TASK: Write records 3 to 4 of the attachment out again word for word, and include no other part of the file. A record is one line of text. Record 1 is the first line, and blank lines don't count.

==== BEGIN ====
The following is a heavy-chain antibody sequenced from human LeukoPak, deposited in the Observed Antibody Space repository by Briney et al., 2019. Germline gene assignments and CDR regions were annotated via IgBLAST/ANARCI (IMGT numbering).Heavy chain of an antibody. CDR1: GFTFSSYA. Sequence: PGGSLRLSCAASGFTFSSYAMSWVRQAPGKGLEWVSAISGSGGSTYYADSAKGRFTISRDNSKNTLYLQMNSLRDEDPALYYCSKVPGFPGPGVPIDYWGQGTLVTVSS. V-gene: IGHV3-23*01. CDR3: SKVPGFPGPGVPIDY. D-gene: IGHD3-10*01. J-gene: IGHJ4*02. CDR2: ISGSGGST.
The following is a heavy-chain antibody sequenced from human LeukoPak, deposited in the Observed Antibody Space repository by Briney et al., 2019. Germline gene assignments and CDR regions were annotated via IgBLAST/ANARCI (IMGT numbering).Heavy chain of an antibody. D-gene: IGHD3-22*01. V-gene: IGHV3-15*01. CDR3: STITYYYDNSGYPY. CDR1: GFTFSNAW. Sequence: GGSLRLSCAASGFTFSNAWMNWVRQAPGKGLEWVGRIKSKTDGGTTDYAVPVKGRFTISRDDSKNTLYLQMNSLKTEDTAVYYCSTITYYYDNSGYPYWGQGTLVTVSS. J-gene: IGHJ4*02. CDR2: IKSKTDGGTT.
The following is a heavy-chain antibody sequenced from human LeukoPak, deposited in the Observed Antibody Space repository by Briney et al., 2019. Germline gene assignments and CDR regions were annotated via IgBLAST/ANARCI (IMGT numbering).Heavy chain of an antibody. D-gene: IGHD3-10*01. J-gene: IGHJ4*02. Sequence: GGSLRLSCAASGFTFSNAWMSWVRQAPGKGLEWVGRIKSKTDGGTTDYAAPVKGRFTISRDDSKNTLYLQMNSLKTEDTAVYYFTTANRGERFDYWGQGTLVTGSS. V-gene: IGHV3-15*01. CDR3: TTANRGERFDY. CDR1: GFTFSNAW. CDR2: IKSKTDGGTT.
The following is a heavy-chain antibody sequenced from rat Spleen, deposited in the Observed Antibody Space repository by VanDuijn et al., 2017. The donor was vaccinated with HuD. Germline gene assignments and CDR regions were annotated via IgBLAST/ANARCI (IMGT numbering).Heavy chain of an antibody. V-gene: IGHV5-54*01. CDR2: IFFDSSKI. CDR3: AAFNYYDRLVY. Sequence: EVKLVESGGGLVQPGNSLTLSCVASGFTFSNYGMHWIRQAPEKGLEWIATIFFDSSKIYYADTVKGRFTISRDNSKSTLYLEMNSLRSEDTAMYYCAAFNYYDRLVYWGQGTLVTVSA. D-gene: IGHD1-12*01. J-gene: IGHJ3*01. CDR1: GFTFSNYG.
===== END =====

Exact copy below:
The following is a heavy-chain antibody sequenced from human LeukoPak, deposited in the Observed Antibody Space repository by Briney et al., 2019. Germline gene assignments and CDR regions were annotated via IgBLAST/ANARCI (IMGT numbering).Heavy chain of an antibody. D-gene: IGHD3-10*01. J-gene: IGHJ4*02. Sequence: GGSLRLSCAASGFTFSNAWMSWVRQAPGKGLEWVGRIKSKTDGGTTDYAAPVKGRFTISRDDSKNTLYLQMNSLKTEDTAVYYFTTANRGERFDYWGQGTLVTGSS. V-gene: IGHV3-15*01. CDR3: TTANRGERFDY. CDR1: GFTFSNAW. CDR2: IKSKTDGGTT.
The following is a heavy-chain antibody sequenced from rat Spleen, deposited in the Observed Antibody Space repository by VanDuijn et al., 2017. The donor was vaccinated with HuD. Germline gene assignments and CDR regions were annotated via IgBLAST/ANARCI (IMGT numbering).Heavy chain of an antibody. V-gene: IGHV5-54*01. CDR2: IFFDSSKI. CDR3: AAFNYYDRLVY. Sequence: EVKLVESGGGLVQPGNSLTLSCVASGFTFSNYGMHWIRQAPEKGLEWIATIFFDSSKIYYADTVKGRFTISRDNSKSTLYLEMNSLRSEDTAMYYCAAFNYYDRLVYWGQGTLVTVSA. D-gene: IGHD1-12*01. J-gene: IGHJ3*01. CDR1: GFTFSNYG.